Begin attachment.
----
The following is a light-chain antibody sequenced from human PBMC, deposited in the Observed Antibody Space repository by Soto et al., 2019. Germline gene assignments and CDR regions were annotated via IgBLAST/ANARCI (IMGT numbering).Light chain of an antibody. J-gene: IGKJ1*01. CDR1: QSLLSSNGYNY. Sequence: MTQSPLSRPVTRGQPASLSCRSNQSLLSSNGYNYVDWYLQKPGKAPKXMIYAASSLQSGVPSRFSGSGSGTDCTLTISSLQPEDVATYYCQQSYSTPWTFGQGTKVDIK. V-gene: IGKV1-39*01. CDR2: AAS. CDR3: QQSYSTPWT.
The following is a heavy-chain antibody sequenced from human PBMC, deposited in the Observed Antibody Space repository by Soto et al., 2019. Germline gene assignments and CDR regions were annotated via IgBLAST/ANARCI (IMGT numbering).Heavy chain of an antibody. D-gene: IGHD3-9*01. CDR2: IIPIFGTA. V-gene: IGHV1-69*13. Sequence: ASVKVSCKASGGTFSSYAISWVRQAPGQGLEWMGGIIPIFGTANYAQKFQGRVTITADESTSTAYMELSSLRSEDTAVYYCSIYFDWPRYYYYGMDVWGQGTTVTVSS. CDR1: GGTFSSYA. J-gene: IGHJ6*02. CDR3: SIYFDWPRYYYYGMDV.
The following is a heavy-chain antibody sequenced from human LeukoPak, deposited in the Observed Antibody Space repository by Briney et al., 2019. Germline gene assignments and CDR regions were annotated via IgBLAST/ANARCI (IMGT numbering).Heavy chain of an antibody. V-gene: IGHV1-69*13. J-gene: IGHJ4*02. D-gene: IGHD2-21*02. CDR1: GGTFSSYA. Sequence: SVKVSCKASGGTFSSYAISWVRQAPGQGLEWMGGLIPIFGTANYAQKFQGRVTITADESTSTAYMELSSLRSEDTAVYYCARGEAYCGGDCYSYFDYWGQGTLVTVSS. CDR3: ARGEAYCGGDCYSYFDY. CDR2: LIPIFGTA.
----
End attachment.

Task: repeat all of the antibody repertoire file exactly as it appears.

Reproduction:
The following is a light-chain antibody sequenced from human PBMC, deposited in the Observed Antibody Space repository by Soto et al., 2019. Germline gene assignments and CDR regions were annotated via IgBLAST/ANARCI (IMGT numbering).Light chain of an antibody. J-gene: IGKJ1*01. CDR1: QSLLSSNGYNY. Sequence: MTQSPLSRPVTRGQPASLSCRSNQSLLSSNGYNYVDWYLQKPGKAPKXMIYAASSLQSGVPSRFSGSGSGTDCTLTISSLQPEDVATYYCQQSYSTPWTFGQGTKVDIK. V-gene: IGKV1-39*01. CDR2: AAS. CDR3: QQSYSTPWT.
The following is a heavy-chain antibody sequenced from human PBMC, deposited in the Observed Antibody Space repository by Soto et al., 2019. Germline gene assignments and CDR regions were annotated via IgBLAST/ANARCI (IMGT numbering).Heavy chain of an antibody. D-gene: IGHD3-9*01. CDR2: IIPIFGTA. V-gene: IGHV1-69*13. Sequence: ASVKVSCKASGGTFSSYAISWVRQAPGQGLEWMGGIIPIFGTANYAQKFQGRVTITADESTSTAYMELSSLRSEDTAVYYCSIYFDWPRYYYYGMDVWGQGTTVTVSS. CDR1: GGTFSSYA. J-gene: IGHJ6*02. CDR3: SIYFDWPRYYYYGMDV.
The following is a heavy-chain antibody sequenced from human LeukoPak, deposited in the Observed Antibody Space repository by Briney et al., 2019. Germline gene assignments and CDR regions were annotated via IgBLAST/ANARCI (IMGT numbering).Heavy chain of an antibody. V-gene: IGHV1-69*13. J-gene: IGHJ4*02. D-gene: IGHD2-21*02. CDR1: GGTFSSYA. Sequence: SVKVSCKASGGTFSSYAISWVRQAPGQGLEWMGGLIPIFGTANYAQKFQGRVTITADESTSTAYMELSSLRSEDTAVYYCARGEAYCGGDCYSYFDYWGQGTLVTVSS. CDR3: ARGEAYCGGDCYSYFDY. CDR2: LIPIFGTA.